FAO hails $10 million donation to fight desert locusts in East Africa
FAO Director-General QU Dongyu has welcomed a $10 million donation from Mastercard Foundation to step up the fight against the Desert Locust outbreak in East Africa amid concern about an imminent upsurge in numbers.
The Desert Locust upsurge continues to be alarming, particularly in Ethiopia, Kenya and Somalia, where it threatens food security and livelihoods. In the six East African countries worst affected or at risk of locusts – Ethiopia, Kenya, Somalia, South Sudan, Uganda and Tanzania – 20.2 million people are already experiencing acute food insecurity.
“I thank Mastercard Foundation for its generous contribution as the Desert Locust threatens to provoke a humanitarian emergency,” QU said. “It is crucial that we act hand in hand, scale up efforts to contain the locusts and protect the livelihoods of millions of farmers and their families.”
Mastercard Foundation said its contribution over the next 12 months aims to assist FAO with the early detection of locust swarms, ground and aerial spraying operations, and impact assessments that would promote a sustainable and responsible locust campaign. It will focus on an area spanning 50,000 hectares across six affected countries: Djibouti, Eritrea, Ethiopia, Kenya, Somalia and Uganda.
“It’s clear that the Desert Locust infestation poses an unprecedented threat to the affected communities, and particularly to the economic livelihoods of smallholder farmers,” said Mastercard Foundation President and CEO, Reeta Roy.
According to FAO’s Locust Watch, the situation in East Africa is extremely alarming with new swarms expected to mature soon in northern and central Kenya, southern Ethiopia and probably in Somalia. Most of the swarms will remain for another generation of breeding and further increase locust numbers while a few could move from Kenya to South Sudan and Uganda. Locust swarms are also forming in the Islamic Republic of Iran and Yemen following widespread rains in the region.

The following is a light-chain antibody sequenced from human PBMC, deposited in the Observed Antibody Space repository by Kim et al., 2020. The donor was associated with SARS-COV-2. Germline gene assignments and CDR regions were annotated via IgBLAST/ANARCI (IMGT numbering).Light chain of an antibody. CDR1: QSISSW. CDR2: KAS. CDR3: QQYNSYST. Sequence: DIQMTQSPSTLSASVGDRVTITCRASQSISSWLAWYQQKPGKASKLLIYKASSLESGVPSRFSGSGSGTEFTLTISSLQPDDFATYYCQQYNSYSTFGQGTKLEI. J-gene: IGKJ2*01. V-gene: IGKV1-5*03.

FAO recently scaled up its Desert Locust appeal to $153.2 million and so far $114.4 million has been pledged or received. The UN agency is continuing its efforts to contain the upsurge despite restrictions on the movement of personnel and equipment resulting from the COVID-19 pandemic.
The Desert Locust is considered the most destructive migratory pest in the world and a single swarm covering one square kilometer contains up to 80 million locusts. FAO estimates the number of locusts could increase another 20 times during the upcoming rainy season unless control activities are stepped up. If this does not happen the upsurge would immediately be reflected in the financial needs of the campaign.
FAO is already helping governments and other partners with monitoring and surveillance and coordination assistance during control operations. The UN agency is also preparing action to protect rural livelihoods by providing affected growers with farming packages, veterinary care for livestock, and cash for families who have lost their crops so that they can purchase food.